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AI delivers Michaelis constants as fuel for genome-scale metabolic models

Michaelis constants (Km) are essential to predict the catalytic rate of enzymes, but are not widely available. A new study in PLOS Biology uses artificial intelligence (AI) to accurately predict Km on a proteome-wide scale, paving the way for dynamic, genome-wide modeling of metabolism.

The Michaelis–Menten equation was derived by Leonor Michaelis and Maud Menten to quantify the velocity of an enzymatic reaction using measurable concentrations of enzyme and substrate even before the exact nature of enzymes was elucidated (Fig 1) [1]. Despite the limitations, its broad applicability, simplicity, and elegance have made it a cornerstone of biochemistry over the last century [1].

Fig 1. Impact of Km availability on metabolic modeling.

AI accurate and comprehensive prediction of Km values, the key parameters related with enzyme substrate saturation, for 47 model organisms can be used to simulate dynamic metabolic flux changes at genome scale, facilitating the full exploitation of metabolomics data and opening new avenues in drug target discovery and metabolic engineering. AI, artificial intelligence; Km, Michaelis constant; RNA-seq, RNA sequencing.

The Michaelis constant (Km) in the equation is a pseudo-equilibrium constant that corresponds to the substrate concentration at which an enzyme operates at half of its maximum catalytic rate (Fig 1) [2]. Moreover, under certain assumptions, Km is also an inverse measure of the affinity between the enzyme and its substrate [2]. Km values can vary widely, often between 10−1 and 10−7 M [2]. Therefore, the determination of Km is essential to predict catalytic rate of product formation and ideal substrate concentrations. This is important not only for fundamental research in enzymology but also for modern industrial biocatalysis, among other applications. Unfortunately, the experimental characterization of Km values is laborious and time-consuming as it requires expressing and purifying enzymes and measuring their initial reaction rate at several substrate concentrations. Accordingly, Km values in public repositories exist for only a small fraction of enzymatic reactions (Fig 1) [3]. For example, Km values have been experimentally determined for less than 30% of Escherichia coli’s natural substrates (Fig 1)[3]. In turn, this lack of experimental data heavily limits its broad applicability in systems biology and metabolic modeling.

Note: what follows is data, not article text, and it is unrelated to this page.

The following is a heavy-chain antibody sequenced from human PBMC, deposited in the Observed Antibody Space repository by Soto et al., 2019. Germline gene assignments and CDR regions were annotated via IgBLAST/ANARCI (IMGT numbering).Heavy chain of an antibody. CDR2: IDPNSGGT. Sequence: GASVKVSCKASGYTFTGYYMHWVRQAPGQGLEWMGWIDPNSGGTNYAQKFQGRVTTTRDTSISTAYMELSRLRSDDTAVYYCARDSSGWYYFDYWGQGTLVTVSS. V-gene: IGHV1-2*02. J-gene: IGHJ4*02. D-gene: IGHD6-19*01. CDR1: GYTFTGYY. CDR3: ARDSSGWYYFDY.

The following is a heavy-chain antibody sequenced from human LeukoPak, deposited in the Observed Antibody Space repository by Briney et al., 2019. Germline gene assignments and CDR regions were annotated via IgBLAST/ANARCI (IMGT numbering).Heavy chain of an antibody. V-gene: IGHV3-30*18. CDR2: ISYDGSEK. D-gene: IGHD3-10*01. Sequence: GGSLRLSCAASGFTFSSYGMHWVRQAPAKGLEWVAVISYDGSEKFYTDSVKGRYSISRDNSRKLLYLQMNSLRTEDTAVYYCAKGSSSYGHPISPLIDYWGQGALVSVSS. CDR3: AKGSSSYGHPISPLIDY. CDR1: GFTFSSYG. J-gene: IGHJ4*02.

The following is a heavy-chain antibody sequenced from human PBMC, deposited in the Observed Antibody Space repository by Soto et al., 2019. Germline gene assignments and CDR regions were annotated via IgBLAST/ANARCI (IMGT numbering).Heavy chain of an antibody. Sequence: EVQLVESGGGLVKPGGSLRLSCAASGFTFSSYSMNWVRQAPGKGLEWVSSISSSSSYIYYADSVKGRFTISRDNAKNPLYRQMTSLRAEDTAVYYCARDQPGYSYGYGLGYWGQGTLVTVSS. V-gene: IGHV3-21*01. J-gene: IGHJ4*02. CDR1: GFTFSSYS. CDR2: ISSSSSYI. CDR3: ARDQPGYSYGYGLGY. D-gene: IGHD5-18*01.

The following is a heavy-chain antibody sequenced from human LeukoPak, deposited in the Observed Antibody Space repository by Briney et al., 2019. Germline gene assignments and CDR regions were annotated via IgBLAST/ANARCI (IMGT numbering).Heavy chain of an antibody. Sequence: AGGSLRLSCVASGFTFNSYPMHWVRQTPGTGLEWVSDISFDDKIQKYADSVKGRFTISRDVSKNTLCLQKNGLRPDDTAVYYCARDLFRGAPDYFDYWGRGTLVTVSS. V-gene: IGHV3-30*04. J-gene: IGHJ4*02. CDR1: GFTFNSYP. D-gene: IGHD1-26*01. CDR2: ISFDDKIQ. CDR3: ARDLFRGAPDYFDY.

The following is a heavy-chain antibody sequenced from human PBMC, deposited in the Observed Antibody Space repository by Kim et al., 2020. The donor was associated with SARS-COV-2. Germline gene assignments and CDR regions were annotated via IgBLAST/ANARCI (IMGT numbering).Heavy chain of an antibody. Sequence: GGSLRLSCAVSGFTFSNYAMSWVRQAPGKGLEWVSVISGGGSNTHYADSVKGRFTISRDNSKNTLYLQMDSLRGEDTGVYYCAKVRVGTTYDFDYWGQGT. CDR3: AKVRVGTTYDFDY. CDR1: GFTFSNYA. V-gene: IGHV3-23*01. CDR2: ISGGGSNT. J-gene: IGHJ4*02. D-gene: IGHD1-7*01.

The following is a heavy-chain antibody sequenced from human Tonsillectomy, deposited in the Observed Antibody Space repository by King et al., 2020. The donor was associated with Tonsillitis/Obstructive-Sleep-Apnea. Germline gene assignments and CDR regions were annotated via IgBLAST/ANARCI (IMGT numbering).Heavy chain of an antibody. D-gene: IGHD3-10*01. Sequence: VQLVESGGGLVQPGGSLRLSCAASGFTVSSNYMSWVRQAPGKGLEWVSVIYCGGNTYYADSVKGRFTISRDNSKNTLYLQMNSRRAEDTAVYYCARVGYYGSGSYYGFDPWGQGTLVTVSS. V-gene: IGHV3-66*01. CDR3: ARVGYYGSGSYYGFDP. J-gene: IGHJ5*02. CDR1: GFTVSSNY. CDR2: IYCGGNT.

Artificial intelligence (AI), empowered by the increasing availability of Big Data, is transforming many aspects of our lives and multiple research fields [4]. Rooted in the 1950s, AI could be broadly defined as an algorithm that can “learn” patterns from training datasets and apply this learning to make new predictions [4]. We often subdivide the field between different types of “learning.” Machine learning (ML) uses hundreds of parameters that remain fully transparent to the researcher, but the ways in which they are combined are not always obvious. Deep learning (DL), in contrast, uses layered abstraction to identify key patterns in much more complex, sparse, and multidimensional data [4]. As recently illustrated by the impressive advances of Google’s DeepMind Alphafold2 in protein structure prediction, AI holds great potential to transform areas of research by releasing large-scale predictions that empower researchers worldwide [5]. Now, a new study published in PLOS Biology by Kroll and colleagues uses AI to predict Km purely from protein and substrate information [6]. Their generalizable, organism-independent algorithm and predictions could have a transformative impact in several research fields.